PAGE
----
Baltimore Officer Caesar Goodson Faces the Strongest Charges Yet in Connection with the Death of Freddie Gray

freddie gray
A crowd of protesters waves banners for Freddie Gray on May 1. Six police officers will be tried in the death of Gray in Baltimore. Brendan McDermid/Reuters

The jury selection for the trial of Baltimore police officer Caesar Goodson was scheduled on Monday, officials announced.

Goodson is one of six officers being tried in connection with the death of Freddie Gray, a 24-year-old black man who died in April from injuries sustained following his arrest.

After being placed in a transport van by police, Gray sustained a spinal cord injury at some point over the following half hour, which ultimately led to his death. State attorney Marilyn Mosby's investigation determined Gray was illegally arrested. While in the wagon, Gray requested medical attention—requests Mosby determined were ignored by multiple officers.

Goodson, a member of the police force since 1999, was driving the police wagon holding Gray. The state attorney alleges he failed to strap Gray into the wagon at least five times. Buckling those detained into the police wagon is a Balitmore Police Department regulation.

Goodson's charges are the most serious among the officers allegedly involved in Gray's death. The charges include: involuntary manslaughter, which carries a maximum 10-year sentence; second-degree assault, which also a maximum 10-year sentence; gross negligence vehicular manslaughter, another maximum 10-year sentence; criminal negligence vehicular manslaughter, a maximum three-year sentence; and a misconduct in office charge. Goodson is also facing the most serious charge of all the six officers: second-degree depraved-heart murder, which carries a maximum 30-year sentence.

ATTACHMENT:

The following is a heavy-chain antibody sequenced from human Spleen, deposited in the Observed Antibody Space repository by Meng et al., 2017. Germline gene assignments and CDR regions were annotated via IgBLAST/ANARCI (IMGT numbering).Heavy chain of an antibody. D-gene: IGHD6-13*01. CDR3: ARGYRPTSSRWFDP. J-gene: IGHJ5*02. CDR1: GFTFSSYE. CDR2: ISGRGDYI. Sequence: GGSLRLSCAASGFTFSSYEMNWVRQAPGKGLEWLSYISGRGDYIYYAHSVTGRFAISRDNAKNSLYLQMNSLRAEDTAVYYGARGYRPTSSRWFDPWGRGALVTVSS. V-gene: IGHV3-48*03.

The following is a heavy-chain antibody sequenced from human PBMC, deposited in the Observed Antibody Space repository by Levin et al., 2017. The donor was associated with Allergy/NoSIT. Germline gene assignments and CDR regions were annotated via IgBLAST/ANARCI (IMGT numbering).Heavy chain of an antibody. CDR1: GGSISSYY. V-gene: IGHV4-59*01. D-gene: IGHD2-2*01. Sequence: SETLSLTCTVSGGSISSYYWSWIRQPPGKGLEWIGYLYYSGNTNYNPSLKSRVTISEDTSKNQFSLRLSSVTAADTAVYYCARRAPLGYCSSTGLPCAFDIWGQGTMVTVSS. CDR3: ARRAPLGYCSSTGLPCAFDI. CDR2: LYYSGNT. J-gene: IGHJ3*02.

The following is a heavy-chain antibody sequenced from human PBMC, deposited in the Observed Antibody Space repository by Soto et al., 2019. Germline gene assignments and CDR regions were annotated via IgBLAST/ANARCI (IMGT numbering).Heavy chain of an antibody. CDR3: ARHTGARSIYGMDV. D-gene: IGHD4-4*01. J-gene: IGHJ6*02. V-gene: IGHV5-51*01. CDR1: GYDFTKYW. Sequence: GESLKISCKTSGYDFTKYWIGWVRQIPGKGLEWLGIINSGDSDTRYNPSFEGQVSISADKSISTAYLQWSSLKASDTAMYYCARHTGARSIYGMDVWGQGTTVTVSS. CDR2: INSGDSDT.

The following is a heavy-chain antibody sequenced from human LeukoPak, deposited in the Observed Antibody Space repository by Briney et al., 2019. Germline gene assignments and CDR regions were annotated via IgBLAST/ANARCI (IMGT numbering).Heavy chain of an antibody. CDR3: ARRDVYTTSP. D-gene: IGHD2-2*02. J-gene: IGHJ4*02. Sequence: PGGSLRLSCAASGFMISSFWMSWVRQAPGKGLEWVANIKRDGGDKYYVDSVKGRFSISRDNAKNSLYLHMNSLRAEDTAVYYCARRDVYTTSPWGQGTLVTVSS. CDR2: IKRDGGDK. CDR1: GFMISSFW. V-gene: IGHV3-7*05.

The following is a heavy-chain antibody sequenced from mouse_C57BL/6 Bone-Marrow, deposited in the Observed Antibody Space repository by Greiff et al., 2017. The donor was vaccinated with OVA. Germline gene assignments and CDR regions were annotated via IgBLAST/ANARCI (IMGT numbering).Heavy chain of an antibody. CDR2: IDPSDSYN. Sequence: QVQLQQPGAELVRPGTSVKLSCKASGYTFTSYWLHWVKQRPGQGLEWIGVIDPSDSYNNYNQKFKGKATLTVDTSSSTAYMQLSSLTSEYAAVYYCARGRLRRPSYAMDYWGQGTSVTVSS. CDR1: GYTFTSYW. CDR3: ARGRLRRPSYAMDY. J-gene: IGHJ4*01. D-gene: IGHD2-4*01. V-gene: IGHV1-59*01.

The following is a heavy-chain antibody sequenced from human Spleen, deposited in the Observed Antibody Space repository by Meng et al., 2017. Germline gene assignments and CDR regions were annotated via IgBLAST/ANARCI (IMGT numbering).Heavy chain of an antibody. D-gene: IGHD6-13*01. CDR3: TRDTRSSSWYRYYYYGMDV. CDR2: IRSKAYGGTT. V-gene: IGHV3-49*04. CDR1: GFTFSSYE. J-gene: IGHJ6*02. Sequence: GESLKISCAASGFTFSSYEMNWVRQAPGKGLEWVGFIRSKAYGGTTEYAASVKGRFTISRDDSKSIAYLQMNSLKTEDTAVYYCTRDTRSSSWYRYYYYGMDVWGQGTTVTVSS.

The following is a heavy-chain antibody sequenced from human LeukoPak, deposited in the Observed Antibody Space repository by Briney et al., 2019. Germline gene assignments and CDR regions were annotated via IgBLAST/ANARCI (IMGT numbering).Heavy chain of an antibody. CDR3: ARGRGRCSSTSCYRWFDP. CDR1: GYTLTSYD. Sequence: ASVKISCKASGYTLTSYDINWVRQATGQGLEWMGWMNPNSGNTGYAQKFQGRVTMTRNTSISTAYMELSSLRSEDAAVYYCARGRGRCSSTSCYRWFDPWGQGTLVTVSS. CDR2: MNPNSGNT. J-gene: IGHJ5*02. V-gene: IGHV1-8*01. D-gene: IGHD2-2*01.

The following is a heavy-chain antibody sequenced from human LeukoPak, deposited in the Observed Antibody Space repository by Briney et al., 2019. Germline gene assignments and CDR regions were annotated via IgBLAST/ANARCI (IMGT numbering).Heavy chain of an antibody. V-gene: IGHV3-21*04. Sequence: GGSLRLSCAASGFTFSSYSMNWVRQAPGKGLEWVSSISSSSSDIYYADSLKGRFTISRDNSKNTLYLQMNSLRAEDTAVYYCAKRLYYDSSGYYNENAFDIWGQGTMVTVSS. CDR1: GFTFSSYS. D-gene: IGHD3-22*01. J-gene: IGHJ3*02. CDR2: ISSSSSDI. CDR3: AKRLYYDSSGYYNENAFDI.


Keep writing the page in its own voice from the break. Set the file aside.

"Depraved-heart murder is a super manslaughter case," Walter Balint, a criminal defense attorney in Baltimore with 33 years of experience, told Newsweek during a May interview. "It is like taking a loaded gun and firing it down the street. You kill someone standing on the other side of the street with that shot. You didn't intend that specific victim, but you killed someone." The charge is a fairly unusual one, Balint added.

The jury selection is particularly complex in the trials linked to Gray because of how many Baltimore residents were familiar with the case. Gray's death led to riots throughout the city earlier this year, damaging property, causing injuries and gaining national attention.

In the first of the six trials, the judge declared a mistrial when the jury was unable to come to a verdict. As a result, officer William Porter will be tried again in June 2016.